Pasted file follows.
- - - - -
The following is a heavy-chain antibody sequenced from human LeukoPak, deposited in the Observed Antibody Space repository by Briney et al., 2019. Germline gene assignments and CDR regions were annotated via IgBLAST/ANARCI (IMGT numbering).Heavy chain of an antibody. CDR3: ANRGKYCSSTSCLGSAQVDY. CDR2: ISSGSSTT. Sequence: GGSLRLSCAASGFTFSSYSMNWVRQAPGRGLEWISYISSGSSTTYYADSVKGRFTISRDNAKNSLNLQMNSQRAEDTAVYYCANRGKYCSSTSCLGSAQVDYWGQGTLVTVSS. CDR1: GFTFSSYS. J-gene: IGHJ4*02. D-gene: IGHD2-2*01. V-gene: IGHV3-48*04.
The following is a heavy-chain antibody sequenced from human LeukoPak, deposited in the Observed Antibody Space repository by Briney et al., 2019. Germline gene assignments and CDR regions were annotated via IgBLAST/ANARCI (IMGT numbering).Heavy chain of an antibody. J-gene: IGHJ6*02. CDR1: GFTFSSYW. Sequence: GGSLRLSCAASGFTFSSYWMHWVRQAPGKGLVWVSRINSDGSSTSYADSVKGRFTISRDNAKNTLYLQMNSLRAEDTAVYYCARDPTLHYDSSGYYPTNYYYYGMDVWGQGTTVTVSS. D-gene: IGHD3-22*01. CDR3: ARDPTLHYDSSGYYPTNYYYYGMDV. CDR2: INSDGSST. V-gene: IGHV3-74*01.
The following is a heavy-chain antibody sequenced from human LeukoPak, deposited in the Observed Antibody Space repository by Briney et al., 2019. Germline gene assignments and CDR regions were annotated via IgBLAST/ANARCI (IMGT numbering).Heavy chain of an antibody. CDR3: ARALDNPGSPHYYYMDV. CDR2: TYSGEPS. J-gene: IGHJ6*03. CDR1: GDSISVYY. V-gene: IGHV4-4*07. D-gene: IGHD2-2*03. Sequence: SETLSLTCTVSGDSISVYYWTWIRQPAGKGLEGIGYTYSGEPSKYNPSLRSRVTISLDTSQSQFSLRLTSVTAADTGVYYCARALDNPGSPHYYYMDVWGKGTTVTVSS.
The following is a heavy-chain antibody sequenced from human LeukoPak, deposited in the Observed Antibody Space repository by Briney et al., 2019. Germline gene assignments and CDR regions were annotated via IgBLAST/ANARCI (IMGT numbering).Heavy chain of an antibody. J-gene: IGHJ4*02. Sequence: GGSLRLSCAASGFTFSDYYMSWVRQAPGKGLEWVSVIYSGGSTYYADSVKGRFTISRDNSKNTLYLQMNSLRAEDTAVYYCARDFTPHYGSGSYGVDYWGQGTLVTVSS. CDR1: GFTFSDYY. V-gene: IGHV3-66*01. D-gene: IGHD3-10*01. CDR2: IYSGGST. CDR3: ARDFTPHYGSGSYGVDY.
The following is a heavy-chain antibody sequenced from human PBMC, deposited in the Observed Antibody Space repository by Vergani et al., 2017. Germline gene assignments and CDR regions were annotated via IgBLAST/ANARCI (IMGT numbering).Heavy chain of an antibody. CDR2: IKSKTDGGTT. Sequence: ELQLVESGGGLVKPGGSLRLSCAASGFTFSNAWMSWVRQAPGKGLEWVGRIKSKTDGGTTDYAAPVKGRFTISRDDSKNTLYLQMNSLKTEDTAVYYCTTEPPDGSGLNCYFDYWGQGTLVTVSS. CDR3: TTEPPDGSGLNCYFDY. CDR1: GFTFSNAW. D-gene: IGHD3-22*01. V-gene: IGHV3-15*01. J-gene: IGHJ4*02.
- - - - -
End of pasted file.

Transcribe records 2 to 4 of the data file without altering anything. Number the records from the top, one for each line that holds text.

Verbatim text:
The following is a heavy-chain antibody sequenced from human LeukoPak, deposited in the Observed Antibody Space repository by Briney et al., 2019. Germline gene assignments and CDR regions were annotated via IgBLAST/ANARCI (IMGT numbering).Heavy chain of an antibody. J-gene: IGHJ6*02. CDR1: GFTFSSYW. Sequence: GGSLRLSCAASGFTFSSYWMHWVRQAPGKGLVWVSRINSDGSSTSYADSVKGRFTISRDNAKNTLYLQMNSLRAEDTAVYYCARDPTLHYDSSGYYPTNYYYYGMDVWGQGTTVTVSS. D-gene: IGHD3-22*01. CDR3: ARDPTLHYDSSGYYPTNYYYYGMDV. CDR2: INSDGSST. V-gene: IGHV3-74*01.
The following is a heavy-chain antibody sequenced from human LeukoPak, deposited in the Observed Antibody Space repository by Briney et al., 2019. Germline gene assignments and CDR regions were annotated via IgBLAST/ANARCI (IMGT numbering).Heavy chain of an antibody. CDR3: ARALDNPGSPHYYYMDV. CDR2: TYSGEPS. J-gene: IGHJ6*03. CDR1: GDSISVYY. V-gene: IGHV4-4*07. D-gene: IGHD2-2*03. Sequence: SETLSLTCTVSGDSISVYYWTWIRQPAGKGLEGIGYTYSGEPSKYNPSLRSRVTISLDTSQSQFSLRLTSVTAADTGVYYCARALDNPGSPHYYYMDVWGKGTTVTVSS.
The following is a heavy-chain antibody sequenced from human LeukoPak, deposited in the Observed Antibody Space repository by Briney et al., 2019. Germline gene assignments and CDR regions were annotated via IgBLAST/ANARCI (IMGT numbering).Heavy chain of an antibody. J-gene: IGHJ4*02. Sequence: GGSLRLSCAASGFTFSDYYMSWVRQAPGKGLEWVSVIYSGGSTYYADSVKGRFTISRDNSKNTLYLQMNSLRAEDTAVYYCARDFTPHYGSGSYGVDYWGQGTLVTVSS. CDR1: GFTFSDYY. V-gene: IGHV3-66*01. D-gene: IGHD3-10*01. CDR2: IYSGGST. CDR3: ARDFTPHYGSGSYGVDY.